Starvation Induces Proteasome Autophagy with Different Pathways for Core and Regulatory Particle [Cell Biology]

December 15th, 2015 by Waite, K. A., De La Mota-Peynado, A., Vontz, G., Roelofs, J.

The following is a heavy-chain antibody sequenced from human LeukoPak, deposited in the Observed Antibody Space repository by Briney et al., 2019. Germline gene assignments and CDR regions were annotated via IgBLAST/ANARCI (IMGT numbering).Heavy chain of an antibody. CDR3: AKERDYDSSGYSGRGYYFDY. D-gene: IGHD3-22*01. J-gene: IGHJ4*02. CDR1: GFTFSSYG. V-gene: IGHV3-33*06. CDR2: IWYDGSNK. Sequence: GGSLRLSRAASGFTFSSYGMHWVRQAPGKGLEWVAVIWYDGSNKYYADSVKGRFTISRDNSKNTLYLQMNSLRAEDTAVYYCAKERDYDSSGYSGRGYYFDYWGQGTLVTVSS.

The proteasome is responsible for the degradation of many cellular proteins. If and how this abundant and normally stable complex is degraded by cells is largely unknown. Here we show that in yeast, upon nitrogen starvation, proteasomes are targeted for vacuolar degradation through autophagy. Using GFP-tagged proteasome subunits, we observed that autophagy of a core particle (CP) subunit depends on the deubiquitinating enzyme Ubp3, while a regulatory particle (RP) subunit does not. Furthermore, upon blocking of autophagy, RP remained largely nuclear, while CP largely localized to the cytosol as well as granular structures within the cytosol. In all, our data reveal a regulated process for the removal of proteasomes upon nitrogen starvation. This process involves CP and RP dissociation, nuclear export, and independent vacuolar targeting of CP and RP. Thus, in addition to the well-characterized transcriptional upregulation of genes encoding proteasome subunits, cells are also capable of down regulating cellular levels of proteasomes through proteaphagy.